I was born and raised in Gary, Indiana. Those of you familiar with northwest Indiana, or who have driven through it on the way to Chicago, know that the landscape there is somewhat bleak. When I was growing up in the 1960s, the steel mills along Lake Michigan were still going strong, which was good for the local economy but not so good for the environment. I remember a lot of gray skies, and red sunsets that were made even more ruddy by the pollution from mill smokestacks.
The area was comprised of working-class families from diverse ethnic backgrounds: Black, Latino, Polish, Irish, Dutch, Eastern European, English, Italian, German. Despite this I was not aware of any grand culinary traditions in the area. I guess everyone was trying to be “American.” This was before the explosion of interest in food and food traditions.
In our house Hamburger Helper, canned vegetables, and cheap beer were staples. My father once complained because my mother served hamburger seven nights in a row. She was an inexperienced, unmotivated cook who was trying to keep a family fed as best she could, and she knew she could rely on hamburger. Sometimes we’d have spaghetti or beef stew from a can. “Whole wheat bread” was a brand called Roman Meal, which is about the least wheaty wheat bread I know. In the summer we’d get fresh tomatoes, green beans and corn from local farmers, but outside of those and iceberg lettuce I don’t remember much fresh produce.
My experience and knowledge of food expanded slightly while attending Indiana University in Bloomington in the late 1970s, but the real awakening came after college. With a degree in Drawing and Painting, and no desire to attend graduate school, my career prospects were not exactly wide open. My first job after college was as a dishwasher at a small restaurant in Bloomington called Le Petit Café. They served “French provincial cuisine”: the food of the French countryside, relatively simple but satisfying dishes made with high-quality ingredients.
Le Petit Café was run by a couple who had moved to the US from France. How they landed in the middle of Indiana I don’t know. Patrick was sort of maitre d’, sommelier and chief of staff. Marina was the chef and also chief of staff. They were friendly and generous enough to serve employees a free meal after every shift, lunch and dinner, including wine! During the two years I worked there, I sampled a terrific variety of French food and drink.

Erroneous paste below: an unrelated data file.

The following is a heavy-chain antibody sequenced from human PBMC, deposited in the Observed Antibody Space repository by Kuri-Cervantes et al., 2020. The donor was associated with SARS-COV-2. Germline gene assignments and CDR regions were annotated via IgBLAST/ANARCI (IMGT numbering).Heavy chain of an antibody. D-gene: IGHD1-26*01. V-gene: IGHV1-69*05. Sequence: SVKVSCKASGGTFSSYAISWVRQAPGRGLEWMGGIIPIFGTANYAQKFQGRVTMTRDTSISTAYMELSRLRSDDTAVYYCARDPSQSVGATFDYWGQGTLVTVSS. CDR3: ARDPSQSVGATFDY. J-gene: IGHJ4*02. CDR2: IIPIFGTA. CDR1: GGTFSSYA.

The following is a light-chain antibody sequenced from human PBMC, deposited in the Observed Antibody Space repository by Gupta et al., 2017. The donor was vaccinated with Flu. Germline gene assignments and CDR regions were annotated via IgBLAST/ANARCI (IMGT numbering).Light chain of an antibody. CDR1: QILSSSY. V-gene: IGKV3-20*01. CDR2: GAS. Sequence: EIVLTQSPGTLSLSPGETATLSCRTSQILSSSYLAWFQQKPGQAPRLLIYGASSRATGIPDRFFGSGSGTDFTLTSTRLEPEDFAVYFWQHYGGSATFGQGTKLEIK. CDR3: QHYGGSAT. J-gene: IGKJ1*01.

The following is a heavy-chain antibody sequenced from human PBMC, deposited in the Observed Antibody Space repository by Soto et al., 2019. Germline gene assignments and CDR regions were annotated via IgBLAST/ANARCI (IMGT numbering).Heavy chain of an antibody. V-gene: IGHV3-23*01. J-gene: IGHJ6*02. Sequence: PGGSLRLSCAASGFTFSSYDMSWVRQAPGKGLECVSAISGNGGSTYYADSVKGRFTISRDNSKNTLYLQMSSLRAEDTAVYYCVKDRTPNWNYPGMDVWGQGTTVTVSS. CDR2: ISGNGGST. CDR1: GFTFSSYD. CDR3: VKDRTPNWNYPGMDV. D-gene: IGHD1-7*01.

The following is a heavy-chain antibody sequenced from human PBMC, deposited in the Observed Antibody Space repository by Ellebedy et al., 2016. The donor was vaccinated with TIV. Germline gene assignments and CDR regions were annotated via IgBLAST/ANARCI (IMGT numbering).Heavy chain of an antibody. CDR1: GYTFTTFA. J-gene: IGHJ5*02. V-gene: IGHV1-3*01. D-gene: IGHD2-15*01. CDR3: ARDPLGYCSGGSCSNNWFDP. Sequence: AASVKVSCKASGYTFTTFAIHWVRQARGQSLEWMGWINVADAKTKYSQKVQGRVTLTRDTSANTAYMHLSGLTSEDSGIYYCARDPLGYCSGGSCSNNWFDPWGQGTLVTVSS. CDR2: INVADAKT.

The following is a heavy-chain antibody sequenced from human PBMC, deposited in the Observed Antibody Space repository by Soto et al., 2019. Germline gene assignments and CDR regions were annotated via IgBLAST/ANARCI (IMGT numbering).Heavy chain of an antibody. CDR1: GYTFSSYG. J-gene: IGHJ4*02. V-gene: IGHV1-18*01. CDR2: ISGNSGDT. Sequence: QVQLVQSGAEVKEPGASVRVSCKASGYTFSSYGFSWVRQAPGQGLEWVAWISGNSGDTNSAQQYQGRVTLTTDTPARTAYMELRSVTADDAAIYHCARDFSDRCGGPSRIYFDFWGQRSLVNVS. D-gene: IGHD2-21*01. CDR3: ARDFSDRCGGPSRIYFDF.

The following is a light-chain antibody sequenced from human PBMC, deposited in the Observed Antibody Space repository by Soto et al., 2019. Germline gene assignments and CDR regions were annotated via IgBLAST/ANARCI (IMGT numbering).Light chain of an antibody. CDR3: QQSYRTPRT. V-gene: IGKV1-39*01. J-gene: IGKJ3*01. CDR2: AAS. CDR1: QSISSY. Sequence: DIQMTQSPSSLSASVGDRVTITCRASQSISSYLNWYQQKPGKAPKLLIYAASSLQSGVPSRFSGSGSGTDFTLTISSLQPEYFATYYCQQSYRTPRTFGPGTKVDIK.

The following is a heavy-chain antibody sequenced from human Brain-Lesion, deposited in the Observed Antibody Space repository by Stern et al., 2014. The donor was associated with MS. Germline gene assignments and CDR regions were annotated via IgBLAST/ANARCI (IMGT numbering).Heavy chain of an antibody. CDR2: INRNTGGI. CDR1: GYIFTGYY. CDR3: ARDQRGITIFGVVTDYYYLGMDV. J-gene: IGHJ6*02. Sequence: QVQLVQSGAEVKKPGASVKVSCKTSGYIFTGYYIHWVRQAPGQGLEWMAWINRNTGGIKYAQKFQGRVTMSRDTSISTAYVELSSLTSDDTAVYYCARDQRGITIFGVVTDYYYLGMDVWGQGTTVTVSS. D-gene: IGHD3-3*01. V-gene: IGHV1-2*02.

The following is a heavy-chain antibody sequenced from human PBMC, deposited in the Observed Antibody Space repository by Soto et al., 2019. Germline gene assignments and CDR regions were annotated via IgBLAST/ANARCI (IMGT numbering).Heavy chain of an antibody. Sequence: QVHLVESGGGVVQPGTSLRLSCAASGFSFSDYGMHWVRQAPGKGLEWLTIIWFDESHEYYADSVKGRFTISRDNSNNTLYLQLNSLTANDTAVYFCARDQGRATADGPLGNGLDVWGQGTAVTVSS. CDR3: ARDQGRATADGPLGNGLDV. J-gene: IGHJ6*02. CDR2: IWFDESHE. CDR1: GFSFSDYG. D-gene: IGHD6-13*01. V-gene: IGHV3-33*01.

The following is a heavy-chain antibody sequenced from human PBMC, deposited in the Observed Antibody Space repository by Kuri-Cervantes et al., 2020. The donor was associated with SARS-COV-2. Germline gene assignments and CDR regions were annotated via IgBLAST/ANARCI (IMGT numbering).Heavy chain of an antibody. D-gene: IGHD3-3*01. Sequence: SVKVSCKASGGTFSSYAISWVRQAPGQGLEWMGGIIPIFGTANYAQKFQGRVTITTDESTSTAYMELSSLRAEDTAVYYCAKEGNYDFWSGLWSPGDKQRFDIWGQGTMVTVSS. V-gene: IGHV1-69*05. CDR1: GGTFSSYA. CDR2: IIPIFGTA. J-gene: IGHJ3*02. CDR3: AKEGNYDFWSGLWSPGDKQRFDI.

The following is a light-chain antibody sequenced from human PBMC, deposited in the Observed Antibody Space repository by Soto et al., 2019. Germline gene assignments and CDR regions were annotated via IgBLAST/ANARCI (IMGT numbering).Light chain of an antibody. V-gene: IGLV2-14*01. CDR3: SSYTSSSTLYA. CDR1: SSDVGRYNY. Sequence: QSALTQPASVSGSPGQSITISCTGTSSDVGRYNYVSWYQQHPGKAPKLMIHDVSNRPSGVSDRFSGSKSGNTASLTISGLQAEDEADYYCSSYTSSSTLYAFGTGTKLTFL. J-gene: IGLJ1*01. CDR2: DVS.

The real eye-opener for me was that all the food was made from scratch. Today high-quality ingredients and dishes made from scratch are not newsworthy, but in the early 80s, to a young kid from Gary who grew up on processed food, the food was a mind-blowing revelation. I had never tasted such food, or enjoyed food so much. Obviously the French were on to something.
Le Petit Café completely changed my attitude about food, and for that I will always be grateful. No more frozen dinners and brownies from a box. Cooking from scratch became my mantra and it continues to this day. Thankfully Le Petit Café also continues, and I highly recommend a visit if you're in the Bloomington area.
Since leaving Le Petit Café in 1983, there have been numerous other influences on my cooking. I met my wife in 1987, and at the time she was a vegetarian. During the first years of our relationship I learned a lot about vegetarian food and grew especially fond of foods from the Middle East and India, including hummus, tabouli, bulgur with chickpeas and tomatoes, Indian potatoes with spinach, lentils with garlic and tomatoes, samosas, basmati rice, and many others. Also through my wife I was introduced to the wonderful vegetarian cuisine of Mollie Katzen, first through the Moosewood Cookbook and later through The Enchanted Broccoli Forest and other books. Mollie’s creativity continues to inspire me.
Today I’m more passionate than ever about food and healthy eating, and have a wide range of interests that somehow come together to become dinner. These include organic foods, “super-foods,” whole grains, American barbecue, grilled food, tea, and the cuisines of Thailand, India, and the Middle East. Oh, and donuts.